Richard Mahoney

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Richard Mahoney
Richard Mahoney.jpg
14th Secretary of State of Arizona
In office
March 6, 1991 – January 2, 1995
GovernorFife Symington
Preceded byJames Shumway
Succeeded byJane Dee Hull
Personal details
Born (1951-05-28) May 28, 1951 (age 71)
Glendale, Arizona, U.S.
Political partyDemocratic
EducationBrophy College Preparatory
Alma materPrinceton University
Johns Hopkins University
Arizona State University

Richard D. Mahoney (born May 28, 1951[1]) is an American politician. He was the Secretary of State of Arizona from 1991 until 1995. He is currently the director of the School of Public and International Affairs at North Carolina State University, effective July 1, 2012. SPIA is part of NC State's College of Humanities and Social Sciences.[2] He is the son of William P. Mahoney Jr., and grandson of W. P. Mahoney.[3]


Mahoney was educated at Brophy College Preparatory, Princeton University, Johns Hopkins University and Arizona State University.

Mahoney has lectured as a visiting professor at Templeton College (Oxford University), The JFK School of Government (Harvard University), the Beijing Institute of Foreign Trade, and the Universidad Del Pacífico – Ecuador (Quito campus). He was also professor emeritus at the Thunderbird School of Global Management.

Mahoney is the author of three books, two of which are about the John F. Kennedy administration: JFK: Ordeal in Africa (1983) and Sons and Brothers: The Days of Jack and Bobby Kennedy (1999). His latest book is entitled Getting Away with Murder: The Real Story Behind American Taliban John Walker Lindh and What the U.S. Government Had to Hide (2004). Mahoney has also authored numerous articles and monographs on presidential history, foreign policy, international trade, and political risk; and a volume of poetry in Spanish, entitled Pétalos (1995).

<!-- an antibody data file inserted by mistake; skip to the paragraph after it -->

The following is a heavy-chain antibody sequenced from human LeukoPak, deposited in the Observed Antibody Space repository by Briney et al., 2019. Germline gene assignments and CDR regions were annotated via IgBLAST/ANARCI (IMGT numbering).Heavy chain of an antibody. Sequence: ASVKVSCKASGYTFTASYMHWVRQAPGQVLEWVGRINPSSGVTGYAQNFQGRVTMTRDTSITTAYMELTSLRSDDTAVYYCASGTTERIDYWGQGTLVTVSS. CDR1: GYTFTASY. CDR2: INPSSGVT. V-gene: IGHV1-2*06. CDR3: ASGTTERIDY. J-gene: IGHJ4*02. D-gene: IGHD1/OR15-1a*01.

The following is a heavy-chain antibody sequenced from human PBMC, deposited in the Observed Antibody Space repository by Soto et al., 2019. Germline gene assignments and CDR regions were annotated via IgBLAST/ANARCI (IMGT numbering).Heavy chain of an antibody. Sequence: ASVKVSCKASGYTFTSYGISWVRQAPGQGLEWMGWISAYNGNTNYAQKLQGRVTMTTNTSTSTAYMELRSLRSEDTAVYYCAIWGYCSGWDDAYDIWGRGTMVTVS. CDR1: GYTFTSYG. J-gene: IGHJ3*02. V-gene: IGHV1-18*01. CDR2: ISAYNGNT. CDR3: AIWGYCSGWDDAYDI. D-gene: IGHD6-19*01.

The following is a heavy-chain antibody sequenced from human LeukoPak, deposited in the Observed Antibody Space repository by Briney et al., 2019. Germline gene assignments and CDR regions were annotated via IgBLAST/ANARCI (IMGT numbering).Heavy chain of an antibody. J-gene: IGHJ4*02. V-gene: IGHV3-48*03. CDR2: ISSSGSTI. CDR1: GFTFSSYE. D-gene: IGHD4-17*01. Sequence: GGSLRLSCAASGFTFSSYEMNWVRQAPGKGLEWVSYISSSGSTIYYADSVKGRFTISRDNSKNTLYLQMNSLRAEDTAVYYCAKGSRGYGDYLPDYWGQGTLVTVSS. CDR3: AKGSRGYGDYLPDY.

Political career[edit]

A member of the Democratic Party, Mahoney served as chief speechwriter in the presidential campaigns of Senators Gary Hart and Paul Simon in the 1980s. Mahoney was elected by a landslide[4] as the 14th Secretary of State of Arizona in 1990, alongside the narrow election of Republican Governor Fife Symington. Mahoney led gubernatorial Democrat Terry Goddard by 50,000 votes, and beat Republican Treasurer Ray Rottas by over 170,000 votes, taking every county in the state.

The inauguration of Arizona's executive offices changed from March to January, which meant Mahoney served two fewer months when his term ended in 1995. Mahoney was the last Democrat to hold the office of Arizona Secretary of State until the election of Katie Hobbs in 2018. He ran for the United States Senate in 1994, narrowly losing the primary to Sam Coppersmith by 132 votes (or 0.05% of all votes cast in the Democratic Primary). He ran as an independent for Governor of Arizona in 2002, but polled under 7%.

Post-political career[edit]

Mahoney formed a foundation, Nuestra Familia, in 1998. The foundation started social entrepreneurship projects, including the creation of small profit centers to fund social justice and human development programs, in two Latin American countries.

Mahoney served as head of the Baker Institute for Peace and Conflict Studies at Juniata College until his departure to the School of Public and International Affairs at North Carolina State University.


  1. ^ "Archived copy". Archived from the original on 2014-12-17. Retrieved 2014-09-24.{{cite web}}: CS1 maint: archived copy as title (link)
  2. ^ "Richard Mahoney to direct NC State's School of Public and International Affairs – Humanities and Social Sciences – NC State University". 1 July 2012. Retrieved 8 June 2018.
  3. ^ "Richard D. Mahoney".
  4. ^ "Our Campaigns – AZ Secretary of State Race – Nov 06, 1990". Retrieved 8 June 2018.

External links[edit]

Political offices
Preceded by 14th Secretary of State of Arizona
March 6, 1991 – January 2, 1995
Succeeded by